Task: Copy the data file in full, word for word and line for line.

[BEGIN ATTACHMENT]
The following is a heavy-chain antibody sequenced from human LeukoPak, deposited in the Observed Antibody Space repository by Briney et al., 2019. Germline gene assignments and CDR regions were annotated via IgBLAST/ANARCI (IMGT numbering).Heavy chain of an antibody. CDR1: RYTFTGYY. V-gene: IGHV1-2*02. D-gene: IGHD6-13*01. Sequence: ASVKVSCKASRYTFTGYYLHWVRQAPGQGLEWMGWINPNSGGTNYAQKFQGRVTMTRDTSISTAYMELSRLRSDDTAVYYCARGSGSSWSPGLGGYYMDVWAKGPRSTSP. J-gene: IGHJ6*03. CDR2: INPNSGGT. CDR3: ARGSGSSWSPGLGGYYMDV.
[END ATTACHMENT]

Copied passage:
The following is a heavy-chain antibody sequenced from human LeukoPak, deposited in the Observed Antibody Space repository by Briney et al., 2019. Germline gene assignments and CDR regions were annotated via IgBLAST/ANARCI (IMGT numbering).Heavy chain of an antibody. CDR1: RYTFTGYY. V-gene: IGHV1-2*02. D-gene: IGHD6-13*01. Sequence: ASVKVSCKASRYTFTGYYLHWVRQAPGQGLEWMGWINPNSGGTNYAQKFQGRVTMTRDTSISTAYMELSRLRSDDTAVYYCARGSGSSWSPGLGGYYMDVWAKGPRSTSP. J-gene: IGHJ6*03. CDR2: INPNSGGT. CDR3: ARGSGSSWSPGLGGYYMDV.